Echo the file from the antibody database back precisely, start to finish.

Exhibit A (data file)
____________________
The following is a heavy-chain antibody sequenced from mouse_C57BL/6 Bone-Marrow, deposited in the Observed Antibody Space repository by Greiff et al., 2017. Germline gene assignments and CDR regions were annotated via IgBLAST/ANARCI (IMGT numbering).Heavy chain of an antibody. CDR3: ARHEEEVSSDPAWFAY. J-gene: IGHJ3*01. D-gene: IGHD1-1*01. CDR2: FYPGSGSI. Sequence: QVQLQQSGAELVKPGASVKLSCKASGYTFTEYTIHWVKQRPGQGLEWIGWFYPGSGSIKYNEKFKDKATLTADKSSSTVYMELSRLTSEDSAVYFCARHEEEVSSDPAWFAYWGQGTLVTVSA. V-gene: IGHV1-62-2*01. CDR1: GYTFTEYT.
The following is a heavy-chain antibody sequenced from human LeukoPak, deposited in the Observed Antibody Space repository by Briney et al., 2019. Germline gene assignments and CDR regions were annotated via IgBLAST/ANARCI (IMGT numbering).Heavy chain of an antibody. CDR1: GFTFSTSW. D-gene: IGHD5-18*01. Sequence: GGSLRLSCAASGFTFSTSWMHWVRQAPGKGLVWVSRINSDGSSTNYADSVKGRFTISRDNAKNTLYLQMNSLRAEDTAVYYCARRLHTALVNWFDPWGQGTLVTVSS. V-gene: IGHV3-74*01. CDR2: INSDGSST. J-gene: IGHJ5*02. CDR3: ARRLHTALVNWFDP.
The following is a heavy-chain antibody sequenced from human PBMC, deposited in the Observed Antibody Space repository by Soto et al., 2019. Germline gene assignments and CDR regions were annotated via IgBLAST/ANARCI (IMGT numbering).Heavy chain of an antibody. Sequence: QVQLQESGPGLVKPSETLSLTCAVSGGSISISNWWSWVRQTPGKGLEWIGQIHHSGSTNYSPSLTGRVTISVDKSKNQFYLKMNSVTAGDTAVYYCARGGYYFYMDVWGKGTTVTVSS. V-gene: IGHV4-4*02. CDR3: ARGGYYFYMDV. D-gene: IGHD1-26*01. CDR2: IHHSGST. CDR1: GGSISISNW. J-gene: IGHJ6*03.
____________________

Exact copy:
The following is a heavy-chain antibody sequenced from mouse_C57BL/6 Bone-Marrow, deposited in the Observed Antibody Space repository by Greiff et al., 2017. Germline gene assignments and CDR regions were annotated via IgBLAST/ANARCI (IMGT numbering).Heavy chain of an antibody. CDR3: ARHEEEVSSDPAWFAY. J-gene: IGHJ3*01. D-gene: IGHD1-1*01. CDR2: FYPGSGSI. Sequence: QVQLQQSGAELVKPGASVKLSCKASGYTFTEYTIHWVKQRPGQGLEWIGWFYPGSGSIKYNEKFKDKATLTADKSSSTVYMELSRLTSEDSAVYFCARHEEEVSSDPAWFAYWGQGTLVTVSA. V-gene: IGHV1-62-2*01. CDR1: GYTFTEYT.
The following is a heavy-chain antibody sequenced from human LeukoPak, deposited in the Observed Antibody Space repository by Briney et al., 2019. Germline gene assignments and CDR regions were annotated via IgBLAST/ANARCI (IMGT numbering).Heavy chain of an antibody. CDR1: GFTFSTSW. D-gene: IGHD5-18*01. Sequence: GGSLRLSCAASGFTFSTSWMHWVRQAPGKGLVWVSRINSDGSSTNYADSVKGRFTISRDNAKNTLYLQMNSLRAEDTAVYYCARRLHTALVNWFDPWGQGTLVTVSS. V-gene: IGHV3-74*01. CDR2: INSDGSST. J-gene: IGHJ5*02. CDR3: ARRLHTALVNWFDP.
The following is a heavy-chain antibody sequenced from human PBMC, deposited in the Observed Antibody Space repository by Soto et al., 2019. Germline gene assignments and CDR regions were annotated via IgBLAST/ANARCI (IMGT numbering).Heavy chain of an antibody. Sequence: QVQLQESGPGLVKPSETLSLTCAVSGGSISISNWWSWVRQTPGKGLEWIGQIHHSGSTNYSPSLTGRVTISVDKSKNQFYLKMNSVTAGDTAVYYCARGGYYFYMDVWGKGTTVTVSS. V-gene: IGHV4-4*02. CDR3: ARGGYYFYMDV. D-gene: IGHD1-26*01. CDR2: IHHSGST. CDR1: GGSISISNW. J-gene: IGHJ6*03.